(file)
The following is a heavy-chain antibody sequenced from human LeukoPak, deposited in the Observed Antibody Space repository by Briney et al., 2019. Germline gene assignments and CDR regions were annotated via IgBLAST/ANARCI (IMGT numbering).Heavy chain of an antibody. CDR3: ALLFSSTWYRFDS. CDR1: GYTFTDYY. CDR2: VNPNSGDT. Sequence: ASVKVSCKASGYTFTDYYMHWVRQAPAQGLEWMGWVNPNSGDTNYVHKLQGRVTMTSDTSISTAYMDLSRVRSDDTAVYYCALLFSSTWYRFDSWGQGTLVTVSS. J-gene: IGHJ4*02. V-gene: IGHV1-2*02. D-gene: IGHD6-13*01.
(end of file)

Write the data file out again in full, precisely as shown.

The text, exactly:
The following is a heavy-chain antibody sequenced from human LeukoPak, deposited in the Observed Antibody Space repository by Briney et al., 2019. Germline gene assignments and CDR regions were annotated via IgBLAST/ANARCI (IMGT numbering).Heavy chain of an antibody. CDR3: ALLFSSTWYRFDS. CDR1: GYTFTDYY. CDR2: VNPNSGDT. Sequence: ASVKVSCKASGYTFTDYYMHWVRQAPAQGLEWMGWVNPNSGDTNYVHKLQGRVTMTSDTSISTAYMDLSRVRSDDTAVYYCALLFSSTWYRFDSWGQGTLVTVSS. J-gene: IGHJ4*02. V-gene: IGHV1-2*02. D-gene: IGHD6-13*01.